Just like that, it was gone.
The long ponytail that took Greg Shelby two years to grow was taken off with a snip of the scissors.
Shelby’s haircut Wednesday at a salon near his Acworth home was like none he'd had before. Not only was it his 65th birthday, but his hair was being collected as a donation for Locks of Love, the Florida nonprofit that provides hairpieces for children with serious illnesses.
Shelby is not the typical Locks of Love donor, who is usually young and female, but his donation was no less personal.
Cancer has struck Shelby’s family three times, with a sister-in-law diagnosed with breast cancer and two cousins with colon cancer.
“I’m blessed with not having any kind of cancer and I felt like I needed to do something,” Shelby said. “You can donate money, but what I wanted to do was to be an example and encourage other men to consider growing and donating their hair.”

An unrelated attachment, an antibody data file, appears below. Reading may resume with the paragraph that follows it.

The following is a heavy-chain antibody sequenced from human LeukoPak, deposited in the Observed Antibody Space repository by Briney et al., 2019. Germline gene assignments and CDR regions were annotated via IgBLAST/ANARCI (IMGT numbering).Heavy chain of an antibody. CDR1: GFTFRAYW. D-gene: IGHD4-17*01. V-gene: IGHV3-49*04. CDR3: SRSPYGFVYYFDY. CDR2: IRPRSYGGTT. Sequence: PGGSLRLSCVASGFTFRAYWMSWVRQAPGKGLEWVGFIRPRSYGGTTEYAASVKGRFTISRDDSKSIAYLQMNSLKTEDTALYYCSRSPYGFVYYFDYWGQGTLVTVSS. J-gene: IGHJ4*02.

Tracie Reece, the owner of Elequa Salon, where Reece received his haircut, also is no stranger to charity. Since opening her salon in 2005, she has provided her services for free haircuts for poor children, blood drives and fund-raisers. Her husband is a cancer survivor, having gone through Stage 4 malignant melanoma.
“I just want to help people," Reece said.
Since its inception in 1998, Locks of Love has donated hairpieces to more than 3,000 children in the United States and Canada, spokeswoman Lauren Kukkamaa said.
Children in the program can receive a new, custom-made hairpiece every 18 months until age 21. Six to 10 donated ponytails like Shelby’s go into each of the hairpieces, which retail for between $2,500 and $6,000.
The inspiration provided by Shelby and his stylist, however, is priceless.
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Credit: HYOSUB SHIN / AJC